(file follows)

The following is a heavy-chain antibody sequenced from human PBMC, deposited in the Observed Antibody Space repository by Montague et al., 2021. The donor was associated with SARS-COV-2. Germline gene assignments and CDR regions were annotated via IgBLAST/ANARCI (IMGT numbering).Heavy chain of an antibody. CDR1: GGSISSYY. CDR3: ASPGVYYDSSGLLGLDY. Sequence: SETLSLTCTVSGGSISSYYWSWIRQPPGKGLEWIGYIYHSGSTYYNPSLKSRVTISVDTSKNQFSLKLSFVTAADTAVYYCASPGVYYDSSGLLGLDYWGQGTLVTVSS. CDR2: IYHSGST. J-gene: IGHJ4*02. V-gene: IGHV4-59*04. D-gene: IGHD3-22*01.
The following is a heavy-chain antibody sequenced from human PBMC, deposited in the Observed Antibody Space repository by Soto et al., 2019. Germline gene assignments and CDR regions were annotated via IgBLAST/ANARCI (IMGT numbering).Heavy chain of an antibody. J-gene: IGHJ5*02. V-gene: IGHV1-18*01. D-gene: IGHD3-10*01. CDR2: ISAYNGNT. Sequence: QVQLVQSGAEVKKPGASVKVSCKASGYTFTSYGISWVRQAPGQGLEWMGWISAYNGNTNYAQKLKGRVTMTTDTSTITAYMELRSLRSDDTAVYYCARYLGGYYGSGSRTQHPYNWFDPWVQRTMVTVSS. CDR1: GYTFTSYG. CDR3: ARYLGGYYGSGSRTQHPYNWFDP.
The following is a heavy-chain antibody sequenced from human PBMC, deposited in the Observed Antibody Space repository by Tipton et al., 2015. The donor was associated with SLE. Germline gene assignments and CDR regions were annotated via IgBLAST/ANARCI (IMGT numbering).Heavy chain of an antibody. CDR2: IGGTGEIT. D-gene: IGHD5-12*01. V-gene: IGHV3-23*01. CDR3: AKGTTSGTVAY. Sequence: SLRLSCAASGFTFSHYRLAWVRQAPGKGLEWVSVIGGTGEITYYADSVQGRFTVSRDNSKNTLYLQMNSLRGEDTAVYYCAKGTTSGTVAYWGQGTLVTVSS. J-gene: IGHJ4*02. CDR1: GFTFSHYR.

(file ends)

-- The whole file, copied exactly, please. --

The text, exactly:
The following is a heavy-chain antibody sequenced from human PBMC, deposited in the Observed Antibody Space repository by Montague et al., 2021. The donor was associated with SARS-COV-2. Germline gene assignments and CDR regions were annotated via IgBLAST/ANARCI (IMGT numbering).Heavy chain of an antibody. CDR1: GGSISSYY. CDR3: ASPGVYYDSSGLLGLDY. Sequence: SETLSLTCTVSGGSISSYYWSWIRQPPGKGLEWIGYIYHSGSTYYNPSLKSRVTISVDTSKNQFSLKLSFVTAADTAVYYCASPGVYYDSSGLLGLDYWGQGTLVTVSS. CDR2: IYHSGST. J-gene: IGHJ4*02. V-gene: IGHV4-59*04. D-gene: IGHD3-22*01.
The following is a heavy-chain antibody sequenced from human PBMC, deposited in the Observed Antibody Space repository by Soto et al., 2019. Germline gene assignments and CDR regions were annotated via IgBLAST/ANARCI (IMGT numbering).Heavy chain of an antibody. J-gene: IGHJ5*02. V-gene: IGHV1-18*01. D-gene: IGHD3-10*01. CDR2: ISAYNGNT. Sequence: QVQLVQSGAEVKKPGASVKVSCKASGYTFTSYGISWVRQAPGQGLEWMGWISAYNGNTNYAQKLKGRVTMTTDTSTITAYMELRSLRSDDTAVYYCARYLGGYYGSGSRTQHPYNWFDPWVQRTMVTVSS. CDR1: GYTFTSYG. CDR3: ARYLGGYYGSGSRTQHPYNWFDP.
The following is a heavy-chain antibody sequenced from human PBMC, deposited in the Observed Antibody Space repository by Tipton et al., 2015. The donor was associated with SLE. Germline gene assignments and CDR regions were annotated via IgBLAST/ANARCI (IMGT numbering).Heavy chain of an antibody. CDR2: IGGTGEIT. D-gene: IGHD5-12*01. V-gene: IGHV3-23*01. CDR3: AKGTTSGTVAY. Sequence: SLRLSCAASGFTFSHYRLAWVRQAPGKGLEWVSVIGGTGEITYYADSVQGRFTVSRDNSKNTLYLQMNSLRGEDTAVYYCAKGTTSGTVAYWGQGTLVTVSS. J-gene: IGHJ4*02. CDR1: GFTFSHYR.